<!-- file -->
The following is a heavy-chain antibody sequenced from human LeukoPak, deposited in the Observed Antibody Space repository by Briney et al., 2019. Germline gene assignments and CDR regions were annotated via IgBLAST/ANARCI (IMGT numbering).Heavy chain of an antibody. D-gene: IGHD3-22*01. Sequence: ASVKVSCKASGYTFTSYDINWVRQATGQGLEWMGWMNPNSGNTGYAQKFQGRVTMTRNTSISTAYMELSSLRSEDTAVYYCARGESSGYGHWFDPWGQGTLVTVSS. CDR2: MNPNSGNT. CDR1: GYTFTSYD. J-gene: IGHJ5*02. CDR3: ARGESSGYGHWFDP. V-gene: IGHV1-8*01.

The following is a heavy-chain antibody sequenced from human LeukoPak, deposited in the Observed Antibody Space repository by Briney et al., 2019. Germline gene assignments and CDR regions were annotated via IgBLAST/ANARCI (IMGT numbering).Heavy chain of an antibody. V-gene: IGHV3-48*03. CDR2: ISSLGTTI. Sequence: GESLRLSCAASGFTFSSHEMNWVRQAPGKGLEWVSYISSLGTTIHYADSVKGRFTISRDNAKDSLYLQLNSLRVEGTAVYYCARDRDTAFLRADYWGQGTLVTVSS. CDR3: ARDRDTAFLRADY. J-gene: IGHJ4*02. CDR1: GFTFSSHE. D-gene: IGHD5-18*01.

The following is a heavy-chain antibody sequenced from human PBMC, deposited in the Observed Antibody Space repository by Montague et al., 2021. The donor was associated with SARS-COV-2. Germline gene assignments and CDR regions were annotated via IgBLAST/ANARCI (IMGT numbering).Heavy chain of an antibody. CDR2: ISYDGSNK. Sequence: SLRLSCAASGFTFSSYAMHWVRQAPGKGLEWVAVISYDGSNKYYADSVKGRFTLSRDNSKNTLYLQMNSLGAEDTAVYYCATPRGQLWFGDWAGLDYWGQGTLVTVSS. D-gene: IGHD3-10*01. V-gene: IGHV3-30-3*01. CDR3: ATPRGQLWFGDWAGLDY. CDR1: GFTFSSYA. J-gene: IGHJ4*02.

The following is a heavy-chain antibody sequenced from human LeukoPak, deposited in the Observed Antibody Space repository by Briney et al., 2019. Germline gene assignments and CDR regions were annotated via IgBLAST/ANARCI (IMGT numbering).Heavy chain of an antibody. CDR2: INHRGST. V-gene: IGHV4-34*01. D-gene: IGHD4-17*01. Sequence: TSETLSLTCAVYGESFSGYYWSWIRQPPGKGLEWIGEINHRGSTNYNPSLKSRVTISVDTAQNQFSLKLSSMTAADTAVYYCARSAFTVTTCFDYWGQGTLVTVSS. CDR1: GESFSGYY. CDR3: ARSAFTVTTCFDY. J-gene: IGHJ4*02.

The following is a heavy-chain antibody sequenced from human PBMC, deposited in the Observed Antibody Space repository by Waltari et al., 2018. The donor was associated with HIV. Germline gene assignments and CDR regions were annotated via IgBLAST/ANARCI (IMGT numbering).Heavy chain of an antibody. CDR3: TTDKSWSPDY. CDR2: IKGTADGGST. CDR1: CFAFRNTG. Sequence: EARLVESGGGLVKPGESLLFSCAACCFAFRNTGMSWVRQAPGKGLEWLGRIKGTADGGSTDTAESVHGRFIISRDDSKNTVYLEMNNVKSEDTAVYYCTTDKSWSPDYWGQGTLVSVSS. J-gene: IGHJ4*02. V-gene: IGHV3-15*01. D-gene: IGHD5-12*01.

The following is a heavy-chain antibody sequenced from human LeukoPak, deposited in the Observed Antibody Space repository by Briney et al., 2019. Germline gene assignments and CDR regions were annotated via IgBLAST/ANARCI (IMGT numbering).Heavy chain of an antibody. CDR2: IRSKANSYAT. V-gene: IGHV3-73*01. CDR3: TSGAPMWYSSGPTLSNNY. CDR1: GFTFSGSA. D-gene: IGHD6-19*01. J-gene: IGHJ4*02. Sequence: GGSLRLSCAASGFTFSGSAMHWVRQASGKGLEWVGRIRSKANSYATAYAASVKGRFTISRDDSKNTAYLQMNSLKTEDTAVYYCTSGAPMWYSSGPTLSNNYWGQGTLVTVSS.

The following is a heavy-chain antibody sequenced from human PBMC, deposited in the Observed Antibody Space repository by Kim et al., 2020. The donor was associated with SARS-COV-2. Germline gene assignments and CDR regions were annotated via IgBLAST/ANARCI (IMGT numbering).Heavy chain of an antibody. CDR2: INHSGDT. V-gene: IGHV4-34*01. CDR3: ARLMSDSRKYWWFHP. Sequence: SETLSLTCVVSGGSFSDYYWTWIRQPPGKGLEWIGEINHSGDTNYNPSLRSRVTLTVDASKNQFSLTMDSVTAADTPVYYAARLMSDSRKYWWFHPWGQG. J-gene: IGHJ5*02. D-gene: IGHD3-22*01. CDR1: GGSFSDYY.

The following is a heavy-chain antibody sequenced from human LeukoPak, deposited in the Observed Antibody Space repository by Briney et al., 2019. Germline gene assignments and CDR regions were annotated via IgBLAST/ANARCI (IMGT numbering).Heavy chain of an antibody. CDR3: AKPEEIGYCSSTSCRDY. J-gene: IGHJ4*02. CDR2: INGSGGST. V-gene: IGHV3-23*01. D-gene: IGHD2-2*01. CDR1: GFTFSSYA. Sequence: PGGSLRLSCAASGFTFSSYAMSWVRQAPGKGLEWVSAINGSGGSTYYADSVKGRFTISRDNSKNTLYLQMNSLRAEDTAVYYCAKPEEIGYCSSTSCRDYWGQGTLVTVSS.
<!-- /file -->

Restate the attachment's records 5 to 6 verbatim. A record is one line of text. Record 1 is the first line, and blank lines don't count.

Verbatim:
The following is a heavy-chain antibody sequenced from human PBMC, deposited in the Observed Antibody Space repository by Waltari et al., 2018. The donor was associated with HIV. Germline gene assignments and CDR regions were annotated via IgBLAST/ANARCI (IMGT numbering).Heavy chain of an antibody. CDR3: TTDKSWSPDY. CDR2: IKGTADGGST. CDR1: CFAFRNTG. Sequence: EARLVESGGGLVKPGESLLFSCAACCFAFRNTGMSWVRQAPGKGLEWLGRIKGTADGGSTDTAESVHGRFIISRDDSKNTVYLEMNNVKSEDTAVYYCTTDKSWSPDYWGQGTLVSVSS. J-gene: IGHJ4*02. V-gene: IGHV3-15*01. D-gene: IGHD5-12*01.

The following is a heavy-chain antibody sequenced from human LeukoPak, deposited in the Observed Antibody Space repository by Briney et al., 2019. Germline gene assignments and CDR regions were annotated via IgBLAST/ANARCI (IMGT numbering).Heavy chain of an antibody. CDR2: IRSKANSYAT. V-gene: IGHV3-73*01. CDR3: TSGAPMWYSSGPTLSNNY. CDR1: GFTFSGSA. D-gene: IGHD6-19*01. J-gene: IGHJ4*02. Sequence: GGSLRLSCAASGFTFSGSAMHWVRQASGKGLEWVGRIRSKANSYATAYAASVKGRFTISRDDSKNTAYLQMNSLKTEDTAVYYCTSGAPMWYSSGPTLSNNYWGQGTLVTVSS.